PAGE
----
The parametric analysis described in part by this paper has shown the
effects on interference levels of various factors and also the effectiveness of
certain mitigation methods. The parametric analysis also gives an idea of
how further study of factors affecting interference levels can be made. In
this way, new, more effective mitigation methods may be uncovered.
Although the research project described in this paper was quite extensive.
there remain aspects of the problem which require further study. The
analysis of coupling effects during transient conditions is one example.
Also. the problemof estimating the extent of pipeline damage which could
be caused by arcing frompower system ground networks to pipelines is
still unresolved and a clear understanding of the arc mechanismis largely
However, research work into some of the unresolved issues including the
first one above is currently i n progress and research into others is about to
start. The tremendous capabilities of modern computers have virtually
eliminated all of the computational constraints which have i n the past
severely restricted advances in the analysis of proximity effects between
power lines and pipelines.
Finally, further parametric analyses should be performed using the
computer software described i n this paper to evaluate i n greater detail
various existing methods of interference mitigation and to develop new
The authors wish to thank both the Electric Power Research Institute and
the American Gas Association for funding the project discussed in this
paper, as well as the members of the advisory committee for their guidance
throughout the project.
E. A. Cherney, K. G. Ringler, N. Kolcio, G. K. Bell. "Step and
Touch Potentials at Faulted Transmission Towers". IEEE Transactions
on PAS, J uly 1981. Vol. PAS-100. No. 7, pp. 3312-3321.
"Power Line Fault Current Coupling to Nearby Natural Gas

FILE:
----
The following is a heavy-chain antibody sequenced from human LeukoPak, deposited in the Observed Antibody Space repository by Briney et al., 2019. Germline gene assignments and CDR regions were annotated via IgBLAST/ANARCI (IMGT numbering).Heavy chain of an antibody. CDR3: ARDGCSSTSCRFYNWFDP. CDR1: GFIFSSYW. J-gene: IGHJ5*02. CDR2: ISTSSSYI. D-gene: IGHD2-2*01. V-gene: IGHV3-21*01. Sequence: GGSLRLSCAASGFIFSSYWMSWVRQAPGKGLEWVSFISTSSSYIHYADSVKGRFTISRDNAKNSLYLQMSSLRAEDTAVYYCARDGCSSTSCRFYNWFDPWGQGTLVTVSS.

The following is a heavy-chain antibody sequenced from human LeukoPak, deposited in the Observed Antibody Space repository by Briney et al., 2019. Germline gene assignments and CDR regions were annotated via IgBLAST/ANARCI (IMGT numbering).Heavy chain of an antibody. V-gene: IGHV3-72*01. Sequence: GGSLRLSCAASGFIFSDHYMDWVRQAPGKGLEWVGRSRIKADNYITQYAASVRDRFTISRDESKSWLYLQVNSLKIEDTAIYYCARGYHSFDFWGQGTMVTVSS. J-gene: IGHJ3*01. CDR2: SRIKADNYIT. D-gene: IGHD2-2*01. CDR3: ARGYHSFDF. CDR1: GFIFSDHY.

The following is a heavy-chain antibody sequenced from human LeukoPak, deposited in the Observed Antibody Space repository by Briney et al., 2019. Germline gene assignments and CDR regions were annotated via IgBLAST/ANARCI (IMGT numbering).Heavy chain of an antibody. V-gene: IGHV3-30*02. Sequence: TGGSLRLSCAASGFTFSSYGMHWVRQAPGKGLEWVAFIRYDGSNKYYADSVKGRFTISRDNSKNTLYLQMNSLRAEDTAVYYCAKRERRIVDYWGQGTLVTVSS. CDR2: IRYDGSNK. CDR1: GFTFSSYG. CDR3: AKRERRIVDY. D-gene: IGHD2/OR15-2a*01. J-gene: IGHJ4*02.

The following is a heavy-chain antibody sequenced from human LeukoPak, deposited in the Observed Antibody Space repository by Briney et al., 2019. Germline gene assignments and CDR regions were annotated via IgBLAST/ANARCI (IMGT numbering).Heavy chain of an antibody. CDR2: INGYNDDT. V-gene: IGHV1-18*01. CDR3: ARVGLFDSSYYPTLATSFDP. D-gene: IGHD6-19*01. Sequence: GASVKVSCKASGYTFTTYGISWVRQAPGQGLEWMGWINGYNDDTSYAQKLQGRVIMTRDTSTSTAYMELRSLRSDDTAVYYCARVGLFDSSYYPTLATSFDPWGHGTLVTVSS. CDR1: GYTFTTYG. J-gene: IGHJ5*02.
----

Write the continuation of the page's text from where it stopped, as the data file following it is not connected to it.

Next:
Pipelines", EPRI1A.G.A. Project 742, EL-5472/PRI 76-510,
November 1987.
"Mutual Design Considerations for Overhead ac Transmission Lines
and Gas Transmission Pipelines'', EPRI/A.G.A. Project 742-1.
EL-904/PR-I 32-80, September 1978.
"Power Line - Induced ac Potential on Natural Gas Pipelines for
Complex Right-of-way Configurations", EPRI/A.G.A. Project 742-2,
EL-3 106/PR- 15 1- 127, MayINovember, 1983.
J . R. Carson, "Wave Propagation i n Overhead Wires With Ground
Return", Bell SystemTechnical Journal, Volume 5, October 1926.
F. Pollaczek, "On the Field Produced by an Infinitely Long Wire
Carrying Alternating Current", Electrische Nachrichten Technik,
Volume 111, 1929. No. 9, pp. 339-359 (in German). French
Translation also available i n Revue Generale de I'Electricik. Volume
E. D. Sunde, "Earth Conduction Effects i n Transmission Systems",
2nd edition, Dover Publications. New York. 1968.
"Mutual Design of Overhead Transmission Lines and Railroad
Communications and Signal System", EPRI Project 1902-1. EL-3301.
October 1983.
B. Favez, J . G. Gougeuil, "Contribution to Studies on Problems
Resulting From the Proximity of Overhead Lines with Underground
Metal Lines'', CIGRFi, 1966, Paper No. 336.
"Study of Problems Associated with Pipelines Occupying J oint- Use
Corridors with ac Transmission Lines", CEA Research Project
RF75-02, J anuary 1979.
"Analysis of the Effects of High-Voltage Direct-Current Transmission
Systems on Buried Pipelines", American Gas Association Project
PR-3-41, Catalog No. 30500, J anuary 1967.
"Earth Current Effects on Buried Pipelines - Computer Programs and
Mathematical Models for Analysis of Effects", American Gas
Association on Rcsearch Project. Catalog No. L30570. 1970.
F. Dawalibi, D. Mukhedkar, "Transferred Earth Potentials i n Power
Systems", I EEE Transactions, Vol. PAS-97, No. I . J anuary/February
pp. 539-554.
29, 1931, NO. 22, pp. 851-867.
1978. PP. 90-101.
42 1
F. Dawalibi, A. Pinho, "Computerized Analysis of Power Systems and
Pipelines Proximity Effects", IEEE Transactions. Volume PWRL- I .
No. 2, April 1986, pp. 40-48.
F. Dawalibi, "Ground Fault Current Distribution Between Soil and
Neutral Conductors", IEEE Transadons, Volume PAS-99.
MarchlApril 1980. pp. 452-461.
F. Dawalibi, D. Bensted, D. Mukhedkar. "Soil Effects on Ground
Fault Currents", IEEE Transactions, Volume PAS-100, No. 7, J uly
"Effectiveness of Station Grounding and Surface Detection of Damaged